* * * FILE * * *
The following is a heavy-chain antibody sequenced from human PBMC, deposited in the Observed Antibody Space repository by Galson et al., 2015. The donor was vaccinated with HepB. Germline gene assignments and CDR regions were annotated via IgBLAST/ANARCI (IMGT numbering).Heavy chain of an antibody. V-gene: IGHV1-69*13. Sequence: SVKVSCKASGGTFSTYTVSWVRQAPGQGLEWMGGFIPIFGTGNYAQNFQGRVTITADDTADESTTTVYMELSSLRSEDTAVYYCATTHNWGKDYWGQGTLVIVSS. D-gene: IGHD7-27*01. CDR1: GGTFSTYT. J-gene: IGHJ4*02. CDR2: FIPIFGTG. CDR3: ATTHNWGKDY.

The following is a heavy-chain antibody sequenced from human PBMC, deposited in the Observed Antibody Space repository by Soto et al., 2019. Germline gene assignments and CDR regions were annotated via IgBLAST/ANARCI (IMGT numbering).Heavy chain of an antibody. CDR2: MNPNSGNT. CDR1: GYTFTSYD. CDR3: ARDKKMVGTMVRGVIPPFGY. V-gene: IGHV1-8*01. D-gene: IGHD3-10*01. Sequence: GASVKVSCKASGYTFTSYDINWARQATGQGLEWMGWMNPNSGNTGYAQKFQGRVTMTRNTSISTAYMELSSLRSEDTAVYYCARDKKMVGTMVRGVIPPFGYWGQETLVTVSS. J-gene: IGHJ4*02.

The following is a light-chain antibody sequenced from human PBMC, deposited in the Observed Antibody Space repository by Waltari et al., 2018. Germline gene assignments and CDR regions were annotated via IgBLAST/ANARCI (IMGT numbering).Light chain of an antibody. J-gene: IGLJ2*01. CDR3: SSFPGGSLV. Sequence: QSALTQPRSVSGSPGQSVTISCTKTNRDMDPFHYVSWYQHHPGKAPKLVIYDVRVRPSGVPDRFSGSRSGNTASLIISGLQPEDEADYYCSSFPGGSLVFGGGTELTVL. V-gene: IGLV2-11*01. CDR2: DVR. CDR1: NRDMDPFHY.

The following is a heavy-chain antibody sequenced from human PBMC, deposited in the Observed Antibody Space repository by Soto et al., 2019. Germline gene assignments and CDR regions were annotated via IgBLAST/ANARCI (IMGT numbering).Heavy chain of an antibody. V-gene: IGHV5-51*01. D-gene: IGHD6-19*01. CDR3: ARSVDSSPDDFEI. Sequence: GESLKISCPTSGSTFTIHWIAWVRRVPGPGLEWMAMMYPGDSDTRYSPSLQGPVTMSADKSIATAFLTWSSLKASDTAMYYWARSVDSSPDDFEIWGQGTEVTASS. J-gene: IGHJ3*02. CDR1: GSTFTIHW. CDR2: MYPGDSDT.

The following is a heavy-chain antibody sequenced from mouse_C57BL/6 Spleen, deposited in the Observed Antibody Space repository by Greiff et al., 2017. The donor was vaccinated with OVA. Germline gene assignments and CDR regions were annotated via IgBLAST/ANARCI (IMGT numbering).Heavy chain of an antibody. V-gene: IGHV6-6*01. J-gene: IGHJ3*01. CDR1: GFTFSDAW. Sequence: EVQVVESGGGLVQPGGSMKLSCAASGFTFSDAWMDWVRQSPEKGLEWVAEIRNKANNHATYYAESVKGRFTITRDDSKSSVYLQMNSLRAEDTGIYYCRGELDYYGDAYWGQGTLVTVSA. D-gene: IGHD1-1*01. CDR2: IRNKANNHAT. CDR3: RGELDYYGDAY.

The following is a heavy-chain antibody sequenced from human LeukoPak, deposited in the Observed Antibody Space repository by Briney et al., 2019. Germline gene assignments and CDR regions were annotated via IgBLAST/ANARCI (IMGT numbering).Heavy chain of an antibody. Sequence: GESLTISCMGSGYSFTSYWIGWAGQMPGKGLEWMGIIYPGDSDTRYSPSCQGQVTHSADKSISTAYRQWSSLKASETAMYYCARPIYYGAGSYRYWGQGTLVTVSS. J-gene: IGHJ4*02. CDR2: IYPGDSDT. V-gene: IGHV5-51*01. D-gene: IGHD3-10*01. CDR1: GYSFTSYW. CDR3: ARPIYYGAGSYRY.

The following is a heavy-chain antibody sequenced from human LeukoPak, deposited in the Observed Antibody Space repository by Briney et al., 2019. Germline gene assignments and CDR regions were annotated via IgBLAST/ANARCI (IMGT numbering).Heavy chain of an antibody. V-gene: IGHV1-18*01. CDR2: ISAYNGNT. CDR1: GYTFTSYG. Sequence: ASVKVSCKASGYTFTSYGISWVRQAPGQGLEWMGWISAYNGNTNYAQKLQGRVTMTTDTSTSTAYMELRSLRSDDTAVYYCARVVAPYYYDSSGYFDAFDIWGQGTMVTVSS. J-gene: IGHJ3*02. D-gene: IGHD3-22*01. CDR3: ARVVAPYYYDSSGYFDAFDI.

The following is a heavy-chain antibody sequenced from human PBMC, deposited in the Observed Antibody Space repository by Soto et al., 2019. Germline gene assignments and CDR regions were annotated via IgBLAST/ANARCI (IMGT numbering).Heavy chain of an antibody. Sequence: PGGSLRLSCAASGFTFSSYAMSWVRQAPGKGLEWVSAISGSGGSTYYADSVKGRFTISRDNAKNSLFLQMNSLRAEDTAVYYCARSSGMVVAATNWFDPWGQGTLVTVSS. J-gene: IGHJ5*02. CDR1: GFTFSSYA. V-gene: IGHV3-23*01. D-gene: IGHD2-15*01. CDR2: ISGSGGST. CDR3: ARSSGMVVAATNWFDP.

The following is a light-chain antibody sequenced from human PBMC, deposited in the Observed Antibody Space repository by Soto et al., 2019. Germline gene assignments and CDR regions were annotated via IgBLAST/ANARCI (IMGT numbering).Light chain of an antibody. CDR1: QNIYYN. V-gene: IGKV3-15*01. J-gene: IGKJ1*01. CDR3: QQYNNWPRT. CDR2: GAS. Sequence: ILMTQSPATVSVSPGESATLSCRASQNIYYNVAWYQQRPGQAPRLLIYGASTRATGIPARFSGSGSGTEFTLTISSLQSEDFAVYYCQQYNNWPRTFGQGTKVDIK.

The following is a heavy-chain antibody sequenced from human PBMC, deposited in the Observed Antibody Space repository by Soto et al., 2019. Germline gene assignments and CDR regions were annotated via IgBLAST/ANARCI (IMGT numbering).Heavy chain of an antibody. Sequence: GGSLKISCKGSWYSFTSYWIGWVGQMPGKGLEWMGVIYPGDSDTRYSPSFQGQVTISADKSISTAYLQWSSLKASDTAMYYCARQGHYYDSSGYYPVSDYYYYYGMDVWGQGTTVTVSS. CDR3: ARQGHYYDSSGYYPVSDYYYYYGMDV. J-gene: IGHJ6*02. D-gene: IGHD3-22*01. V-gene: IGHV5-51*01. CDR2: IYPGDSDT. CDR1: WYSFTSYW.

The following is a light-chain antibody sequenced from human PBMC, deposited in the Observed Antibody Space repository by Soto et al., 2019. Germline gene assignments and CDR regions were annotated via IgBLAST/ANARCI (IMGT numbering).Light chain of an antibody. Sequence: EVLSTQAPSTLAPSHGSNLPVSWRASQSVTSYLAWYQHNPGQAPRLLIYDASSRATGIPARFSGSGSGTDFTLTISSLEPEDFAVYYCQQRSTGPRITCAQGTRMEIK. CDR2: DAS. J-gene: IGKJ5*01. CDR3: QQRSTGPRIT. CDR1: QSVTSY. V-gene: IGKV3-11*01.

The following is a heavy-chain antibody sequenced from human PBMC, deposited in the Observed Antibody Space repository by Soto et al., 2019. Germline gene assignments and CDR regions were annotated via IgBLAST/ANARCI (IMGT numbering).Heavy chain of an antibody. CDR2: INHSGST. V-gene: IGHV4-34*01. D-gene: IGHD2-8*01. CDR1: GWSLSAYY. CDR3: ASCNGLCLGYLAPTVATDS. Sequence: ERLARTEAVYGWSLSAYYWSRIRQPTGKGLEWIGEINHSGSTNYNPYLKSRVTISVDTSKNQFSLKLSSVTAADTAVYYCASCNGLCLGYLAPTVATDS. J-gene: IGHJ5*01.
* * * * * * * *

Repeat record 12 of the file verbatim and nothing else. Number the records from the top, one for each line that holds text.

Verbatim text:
The following is a heavy-chain antibody sequenced from human PBMC, deposited in the Observed Antibody Space repository by Soto et al., 2019. Germline gene assignments and CDR regions were annotated via IgBLAST/ANARCI (IMGT numbering).Heavy chain of an antibody. CDR2: INHSGST. V-gene: IGHV4-34*01. D-gene: IGHD2-8*01. CDR1: GWSLSAYY. CDR3: ASCNGLCLGYLAPTVATDS. Sequence: ERLARTEAVYGWSLSAYYWSRIRQPTGKGLEWIGEINHSGSTNYNPYLKSRVTISVDTSKNQFSLKLSSVTAADTAVYYCASCNGLCLGYLAPTVATDS. J-gene: IGHJ5*01.